There are multiple reasons to be cheerful this morning: waking up to the sound of bird song, looking out of the window at 7 am to see light already seeping into the sky, getting out into the garden at 8 am when it’s already light enough to take photos for Six on Saturday and looking at the weather forecast to see a continuous list of sunny days. The tide has turned! The tempo is quickening! Gardening is afoot, seeds need to be sowed, there’s lots to do. I’ll be visiting a chateau garden known as ‘the Versailles of Belgium’ that has opened this week for the school holidays, so there’s the added excitement of an outing today. Am writing this speedily before I head out, so let’s get started with Six on Saturday:
1 Wood chippings and green strimmings. Very lucky to have a free supply of these provided by our local urban farm. I’ve filled 8 compost-bags and am using them to line the chicken run paths, and to mulch around the compost area and the veg patch. Here I am shovelling away earlier this week.
2 Casualties. The big freeze we had recently, when night-time temperatures dropped to -11 degrees C, has inevitably resulted in a few plant victims, though not as many as I had feared. I think this pot of cyclamen on the terrace table has bitten the dust. Then again, I do see a couple of upright new shoots, so perhaps I should give it a chance before chucking it on the compost.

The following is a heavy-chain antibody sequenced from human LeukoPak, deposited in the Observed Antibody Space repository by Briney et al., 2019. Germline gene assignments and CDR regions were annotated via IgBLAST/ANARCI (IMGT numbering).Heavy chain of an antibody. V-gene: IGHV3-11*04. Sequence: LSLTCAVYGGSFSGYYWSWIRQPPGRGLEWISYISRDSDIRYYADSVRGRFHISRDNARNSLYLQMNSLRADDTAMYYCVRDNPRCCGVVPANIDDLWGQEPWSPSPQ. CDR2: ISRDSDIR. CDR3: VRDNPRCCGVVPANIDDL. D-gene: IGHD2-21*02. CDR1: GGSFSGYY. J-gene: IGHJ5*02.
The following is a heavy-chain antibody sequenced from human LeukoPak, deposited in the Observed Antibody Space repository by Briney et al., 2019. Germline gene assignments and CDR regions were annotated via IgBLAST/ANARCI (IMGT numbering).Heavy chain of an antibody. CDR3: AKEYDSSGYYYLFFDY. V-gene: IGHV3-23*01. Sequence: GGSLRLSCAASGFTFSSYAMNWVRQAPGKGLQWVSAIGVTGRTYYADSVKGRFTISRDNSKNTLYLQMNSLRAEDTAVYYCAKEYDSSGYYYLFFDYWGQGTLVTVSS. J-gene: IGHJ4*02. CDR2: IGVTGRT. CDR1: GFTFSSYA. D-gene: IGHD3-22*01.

3 Survivors. This Fatsia japonica, hardy to -10 degrees, was one of the plants that I didn’t want to risk losing, so it got molly-coddled with a nice fleece wrap during the cold spell, and looks absolutely fine. The sage in little tubs was also protected, but I’m not yet sure if my ornamental salvias made it (they got covered in old leaves and fern fronds). What about the little Agapanthus, given to me as a baby plant last summer? I think it’s tougher than it looks right now. Fingers crossed…
4 First primrose. I have a little collection of self-seeded primroses in a bit of lawn near the front door. We are planning to remove this lawn area to make room for a mini-gravel patio and a gravel path leading round to the back of the house. Work is due to start at the beginning of March, so I’m going to have to dig as many primroses up as possible and rehouse them. Soon!
5 Euphorbia amygdaloides ‘Purpurea’. Unusually-coloured foliage with red tips, looking ready to get going along the shadier side of the front path. There are wallflowers behind it in bright orangey shades, so I hope this will make a nice combo in the spring.
6 Trapaeolum tuberosum: a tuberous meal. In the pot is the first shoot of edible nasturtium. I bought three tubers earlier this year, and was surprised to see that this one has decided to sprout already. By this autumn, I might be able to harvest the tubers and eat them in a meal like this, made for a mid-week supper with tubers from the local market. Adds an interesting sweet almond flavour to roast vegetables. You can also eat Dahlia tubers, but I’m not sure how tasty they are: it might be better just to enjoy the flowers!
That’s all for this week. I’ll be back later in the day after my sortie to the Belgian Versailles to check out the other contributions from Six on Saturday regulars, who can be found at our host The Propagator’s site. Have a great weekend everyone, thanks for reading!